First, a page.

Once known as the “Wall Street of the North”, the town of Otaru has been Hokkaido’s gateway to the sea for over a hundred years.
A mini history of Otaru
During the shogunate era, Japanese settlers came to Hokkaido (the original inhabitants of the island were the Ainu) for the island’s wealth of resources. The coal mines in the hills surrounding Otaru and its natural harbor were the two main factors in the city becoming a hub for trade, banking and industry. Many banking and trading firms had offices along Otaru’s main street. Some of these brick- and stone-built buildings still remain today.
The town, however, is most famous for its canal district, lined with warehouses stocked with goods to be loaded on to ships headed for Japan’s major cities and perhaps even foreign lands. While its commercial character has largely disappeared, the nostalgic atmosphere of the Victorian-style architecture that has been left behind is something quite unique to experience. Some of the warehouses have been converted in stylish shops and cafes.
But don’t spend your daily budget all in one place because just a few hundred meters from Otaru’s canals is Sakaimachi. When it comes to speciality shopping, this long street leading up to Otaru’s Music Box Museum (which exhibits over 1500 music boxes) has it all. Dozens of glasswork shops are scattered along the street. Otaru glassworking tradition goes back to its early days of fabricating kerosene lamps and small balls used to fish herring off the shore. Nowadays the glassworkers use their craft to fabricate intricate accessories and adorned glassware.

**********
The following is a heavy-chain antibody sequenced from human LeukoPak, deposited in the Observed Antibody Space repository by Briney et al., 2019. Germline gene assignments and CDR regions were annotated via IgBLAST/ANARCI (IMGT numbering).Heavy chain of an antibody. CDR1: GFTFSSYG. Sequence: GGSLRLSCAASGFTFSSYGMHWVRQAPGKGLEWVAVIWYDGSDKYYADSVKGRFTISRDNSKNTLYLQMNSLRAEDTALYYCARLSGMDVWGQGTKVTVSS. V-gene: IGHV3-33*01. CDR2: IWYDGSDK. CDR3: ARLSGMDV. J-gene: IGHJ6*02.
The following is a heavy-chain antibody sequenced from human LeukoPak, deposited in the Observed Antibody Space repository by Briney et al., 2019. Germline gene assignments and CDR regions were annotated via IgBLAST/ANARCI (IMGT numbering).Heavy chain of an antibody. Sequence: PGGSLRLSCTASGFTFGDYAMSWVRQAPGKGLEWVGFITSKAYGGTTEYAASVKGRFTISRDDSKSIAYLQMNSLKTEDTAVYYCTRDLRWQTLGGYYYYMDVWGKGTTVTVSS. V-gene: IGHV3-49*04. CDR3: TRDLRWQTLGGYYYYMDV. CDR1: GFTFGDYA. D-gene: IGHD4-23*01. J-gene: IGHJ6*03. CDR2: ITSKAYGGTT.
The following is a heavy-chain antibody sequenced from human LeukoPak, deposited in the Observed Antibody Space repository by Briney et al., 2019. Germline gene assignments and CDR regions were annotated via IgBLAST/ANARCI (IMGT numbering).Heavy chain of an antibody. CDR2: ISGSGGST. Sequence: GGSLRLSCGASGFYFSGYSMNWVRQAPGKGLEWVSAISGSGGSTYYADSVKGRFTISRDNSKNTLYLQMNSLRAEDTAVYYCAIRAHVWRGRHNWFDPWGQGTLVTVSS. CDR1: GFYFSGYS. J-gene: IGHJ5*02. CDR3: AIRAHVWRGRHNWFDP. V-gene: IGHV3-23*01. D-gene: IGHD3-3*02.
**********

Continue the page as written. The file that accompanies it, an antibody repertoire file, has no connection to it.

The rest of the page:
Sakaimachi is a foodie’s paradise too! You will find all kinds of Hokkaido specialty foods in its many cafes and shops. From delicious cheesecake by the renowned local delicacy maker LeTAO to rich Hokkaido wine, and of course fresh seafood.
See our full Otaru day trip guide for more things to do and places to eat.
If you’re visiting in winter, don’t miss the annual Otaru Snow Light Path Festival.
Getting to Otaru
Otaru is easily accessed from Sapporo by taking the JR Hakodate Main Line. There are multiple trains every hour. The trip takes about 30 (rapid train) to 45 minutes (local train) taking you through Hokkaido’s endless fields and along its rugged eastern coast.
A one-way trip costs around ¥750. A JR Pass can also be used to make the journey.
Getting around once in Otaru can easily be done by foot, but there is also a bus that runs between the major sightseeing spots and Otaru Station at a flat rate of ¥220 per ride or ¥750 for a one-day pass.